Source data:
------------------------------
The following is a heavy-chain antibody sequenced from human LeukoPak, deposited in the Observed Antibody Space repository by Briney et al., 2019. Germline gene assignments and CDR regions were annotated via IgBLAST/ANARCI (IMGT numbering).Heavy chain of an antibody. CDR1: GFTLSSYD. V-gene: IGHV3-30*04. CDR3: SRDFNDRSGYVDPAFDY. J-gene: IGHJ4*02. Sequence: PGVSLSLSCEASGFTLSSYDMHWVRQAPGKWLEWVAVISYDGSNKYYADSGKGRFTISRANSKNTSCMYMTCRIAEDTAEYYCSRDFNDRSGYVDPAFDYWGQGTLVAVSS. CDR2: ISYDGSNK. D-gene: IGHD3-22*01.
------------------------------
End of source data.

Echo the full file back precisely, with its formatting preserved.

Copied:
The following is a heavy-chain antibody sequenced from human LeukoPak, deposited in the Observed Antibody Space repository by Briney et al., 2019. Germline gene assignments and CDR regions were annotated via IgBLAST/ANARCI (IMGT numbering).Heavy chain of an antibody. CDR1: GFTLSSYD. V-gene: IGHV3-30*04. CDR3: SRDFNDRSGYVDPAFDY. J-gene: IGHJ4*02. Sequence: PGVSLSLSCEASGFTLSSYDMHWVRQAPGKWLEWVAVISYDGSNKYYADSGKGRFTISRANSKNTSCMYMTCRIAEDTAEYYCSRDFNDRSGYVDPAFDYWGQGTLVAVSS. CDR2: ISYDGSNK. D-gene: IGHD3-22*01.